I put the beautiful frame of mostly eggs and young brood into a pillow case and put it in the back of my warm car (it was 87 in Atlanta that day). I drove to Jeff's office and picked him up to go to Tom's. We opened the hive.
Inside the hive, the frames had some brood but it was all drone. I think after the swarm the queen must have either been short bred (a Keith Fielder term meaning that she only mated with a couple of drones - not enough to allow her to function as a good layer). Anyway we pulled a frame from the bottom box that had a baseball sized circle of drone brood in the center. The rest of the frame had all the worker cells back-filled with nectar and there was honey at the corners, as is typical in a brood frame.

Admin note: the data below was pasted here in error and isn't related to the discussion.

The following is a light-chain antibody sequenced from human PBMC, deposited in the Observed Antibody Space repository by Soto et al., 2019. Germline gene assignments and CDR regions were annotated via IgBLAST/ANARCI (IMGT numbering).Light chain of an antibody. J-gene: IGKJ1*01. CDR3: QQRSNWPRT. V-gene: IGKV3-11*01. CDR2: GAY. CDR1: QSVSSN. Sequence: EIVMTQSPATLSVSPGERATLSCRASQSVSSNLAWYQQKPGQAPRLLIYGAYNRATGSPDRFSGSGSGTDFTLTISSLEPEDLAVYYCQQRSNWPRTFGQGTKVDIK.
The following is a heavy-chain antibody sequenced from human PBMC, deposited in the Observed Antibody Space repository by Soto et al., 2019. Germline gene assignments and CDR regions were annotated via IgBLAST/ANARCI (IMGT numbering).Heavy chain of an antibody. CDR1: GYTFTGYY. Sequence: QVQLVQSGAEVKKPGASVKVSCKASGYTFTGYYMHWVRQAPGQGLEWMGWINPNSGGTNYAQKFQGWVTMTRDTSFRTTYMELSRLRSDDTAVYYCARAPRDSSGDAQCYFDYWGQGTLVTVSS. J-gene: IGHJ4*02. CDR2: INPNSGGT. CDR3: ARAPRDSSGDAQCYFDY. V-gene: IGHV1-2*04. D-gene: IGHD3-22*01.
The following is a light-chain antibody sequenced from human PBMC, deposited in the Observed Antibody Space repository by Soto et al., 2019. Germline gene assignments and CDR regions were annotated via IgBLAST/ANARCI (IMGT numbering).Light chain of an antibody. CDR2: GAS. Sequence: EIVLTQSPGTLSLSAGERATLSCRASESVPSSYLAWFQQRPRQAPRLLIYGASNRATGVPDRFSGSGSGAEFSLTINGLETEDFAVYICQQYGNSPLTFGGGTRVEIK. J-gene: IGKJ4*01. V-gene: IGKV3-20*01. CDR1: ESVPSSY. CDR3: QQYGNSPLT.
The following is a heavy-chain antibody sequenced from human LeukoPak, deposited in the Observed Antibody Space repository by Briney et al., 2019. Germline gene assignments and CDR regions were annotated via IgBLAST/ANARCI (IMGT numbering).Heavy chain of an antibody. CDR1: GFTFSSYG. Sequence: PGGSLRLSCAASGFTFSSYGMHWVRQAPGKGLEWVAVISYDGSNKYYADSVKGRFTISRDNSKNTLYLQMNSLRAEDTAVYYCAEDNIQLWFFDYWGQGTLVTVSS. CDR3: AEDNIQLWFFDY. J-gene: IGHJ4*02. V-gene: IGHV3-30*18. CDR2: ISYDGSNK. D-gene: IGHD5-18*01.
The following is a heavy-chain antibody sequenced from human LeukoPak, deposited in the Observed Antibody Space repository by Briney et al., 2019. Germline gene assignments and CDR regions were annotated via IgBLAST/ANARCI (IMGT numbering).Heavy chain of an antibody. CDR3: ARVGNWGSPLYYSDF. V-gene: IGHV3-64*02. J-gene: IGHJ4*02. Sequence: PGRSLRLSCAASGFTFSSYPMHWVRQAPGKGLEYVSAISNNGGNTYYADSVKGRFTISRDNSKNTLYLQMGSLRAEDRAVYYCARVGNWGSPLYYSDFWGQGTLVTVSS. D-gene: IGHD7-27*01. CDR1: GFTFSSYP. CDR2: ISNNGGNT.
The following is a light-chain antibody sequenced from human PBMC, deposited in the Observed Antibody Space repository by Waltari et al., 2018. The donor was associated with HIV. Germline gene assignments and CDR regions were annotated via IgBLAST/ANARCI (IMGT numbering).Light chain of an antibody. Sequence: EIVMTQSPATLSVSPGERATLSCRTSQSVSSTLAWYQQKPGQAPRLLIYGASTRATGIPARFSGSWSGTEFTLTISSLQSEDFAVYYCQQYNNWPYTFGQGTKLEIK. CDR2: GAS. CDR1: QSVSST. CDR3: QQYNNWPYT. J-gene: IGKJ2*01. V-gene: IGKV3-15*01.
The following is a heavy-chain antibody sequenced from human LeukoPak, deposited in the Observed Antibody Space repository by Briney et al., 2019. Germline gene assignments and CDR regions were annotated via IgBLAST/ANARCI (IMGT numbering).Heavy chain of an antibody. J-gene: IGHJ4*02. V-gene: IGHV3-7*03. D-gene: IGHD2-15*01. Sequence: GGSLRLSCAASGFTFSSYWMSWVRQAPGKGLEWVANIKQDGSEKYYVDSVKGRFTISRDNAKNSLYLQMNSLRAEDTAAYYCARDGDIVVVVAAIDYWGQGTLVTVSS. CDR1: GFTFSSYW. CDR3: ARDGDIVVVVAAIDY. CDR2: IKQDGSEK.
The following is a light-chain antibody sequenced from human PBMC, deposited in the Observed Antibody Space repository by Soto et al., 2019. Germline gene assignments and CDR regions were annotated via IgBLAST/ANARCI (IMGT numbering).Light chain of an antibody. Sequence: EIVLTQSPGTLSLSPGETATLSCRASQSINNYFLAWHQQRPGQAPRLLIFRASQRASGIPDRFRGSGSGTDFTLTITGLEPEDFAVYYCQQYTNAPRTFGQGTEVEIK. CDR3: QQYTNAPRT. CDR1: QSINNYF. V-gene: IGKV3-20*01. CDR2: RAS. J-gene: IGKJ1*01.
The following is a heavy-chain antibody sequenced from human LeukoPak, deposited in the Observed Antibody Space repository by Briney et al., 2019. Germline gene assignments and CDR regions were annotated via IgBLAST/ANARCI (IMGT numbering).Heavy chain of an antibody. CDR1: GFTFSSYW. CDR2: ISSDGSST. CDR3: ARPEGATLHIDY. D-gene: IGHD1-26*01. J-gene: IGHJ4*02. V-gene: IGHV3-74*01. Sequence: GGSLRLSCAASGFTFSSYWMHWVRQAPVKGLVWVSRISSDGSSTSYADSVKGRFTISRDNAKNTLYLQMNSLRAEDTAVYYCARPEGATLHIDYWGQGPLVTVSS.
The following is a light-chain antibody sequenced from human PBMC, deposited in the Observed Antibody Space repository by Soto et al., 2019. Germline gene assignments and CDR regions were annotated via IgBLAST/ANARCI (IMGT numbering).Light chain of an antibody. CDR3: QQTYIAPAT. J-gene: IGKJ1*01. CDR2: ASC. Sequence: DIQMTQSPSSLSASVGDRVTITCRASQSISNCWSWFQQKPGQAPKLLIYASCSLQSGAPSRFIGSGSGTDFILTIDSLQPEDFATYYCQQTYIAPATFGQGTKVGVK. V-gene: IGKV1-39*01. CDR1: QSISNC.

We added the beautiful Stonehurst brood/egg frame to the hive. I am crossing my fingers that they will now be able to make a successful queen.
Jeff and I couldn't resist sticking our
finger hive tool into the corner of the frame to taste the honey. Yum - it had a sweetness followed by a spicy end note - delicious. We didn't have anywhere else to put the frame, so I put it in the back of the car to take home.
I let Jeff out at his office and he went in to tell the staff that we had a taste of honey in the car. At least six people came running out of the building brandishing spoons! I didn't get the camera up and running fast enough.
All six of them had a taste. Jeff works at a casting agency and they know how to have fun! All of them enjoyed the honey adventure, I think. And I had a great time sharing our honey moment with them as well.